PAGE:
An international group of scientists is to work with anglers to study how invasive fish species affect local fish populations.
“One of the aspects we plan to investigate is whether recreational fishing can act as protection for local populations of salmon and trout,” says project coordinator Professor Jörgen Johnsson of the Department of Biological and Environmental Sciences, University of Gothenburg.
Around 10% of people in Sweden carry out some form of recreational fishing, making it one of the most popular leisure activities in the country. Such fishing is important also from an economic point of view, with an annual turnover of approximately SEK 2.5 billion.
A group of scientists from Sweden, Norway, Germany, France and Canada is to study the biological invasion of salmonids in Europe in the recently started European project SalmoInvade. The project will run for three years and will evaluate the effects of non-native salmon species in Europe, and study the social, economic and ecological mechanisms that affect their ability to invade.
Anglers throughout Europe are associated with the project, which will also study cultural differences between Scandinavia and continental Europe in the way salmonids are viewed as a resource. The project is multidisciplinary and the composition of the research group has thus been designed to provide biological, sociological and psychological expertise.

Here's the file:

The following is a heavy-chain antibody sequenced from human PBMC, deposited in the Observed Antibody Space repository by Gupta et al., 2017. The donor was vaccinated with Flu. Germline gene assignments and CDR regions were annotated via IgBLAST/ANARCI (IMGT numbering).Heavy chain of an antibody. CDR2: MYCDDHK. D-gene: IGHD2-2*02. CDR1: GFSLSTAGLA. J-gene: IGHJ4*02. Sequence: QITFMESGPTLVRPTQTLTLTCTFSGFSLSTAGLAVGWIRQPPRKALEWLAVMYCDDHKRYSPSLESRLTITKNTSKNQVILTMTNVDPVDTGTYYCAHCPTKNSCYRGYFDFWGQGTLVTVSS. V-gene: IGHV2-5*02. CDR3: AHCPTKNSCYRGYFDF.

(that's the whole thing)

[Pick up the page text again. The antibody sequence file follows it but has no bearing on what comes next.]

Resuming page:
Scientists in the SalmoInvade project are also planning to investigate whether escaped or released farmed fish can out-compete native populations of salmonids. Farmed fish have been genetically modified and they often have the property of eating a lot and eating rapidly. This may lead to less food being available for the native population.
“Scientists would like to determine the conditions in which the farmed fish will out-compete the wild population. This is one of the issues we are going to study,” says Jörgen Johnsson.
Anglers often prefer the fish to be large, and this may help to protect wild salmon, for example where rapidly growing farmed fish are found together with a wild population. In addition, farmed fish often behave less circumspectly than wild fish, and probably end up getting caught more often.
says Jörgen Johnsson. Angling clubs throughout Europe are taking part in the project, including Sportfiskarna Region Väst at Delsjön in Gothenburg.
“The experiments in Gothenburg will actively involve anglers from western Sweden, and we plan to use their special knowledge. This is a unique collaboration and we are eagerly looking forward to it,” says Jörgen Johnsson
The goal of SalmoInvade is to develop policy guidelines for the management of invasions of salmonids in Europe.
Professor Jörgen Johnsson, Department of Biological and Environmental Sciences, University of Gothenburg.
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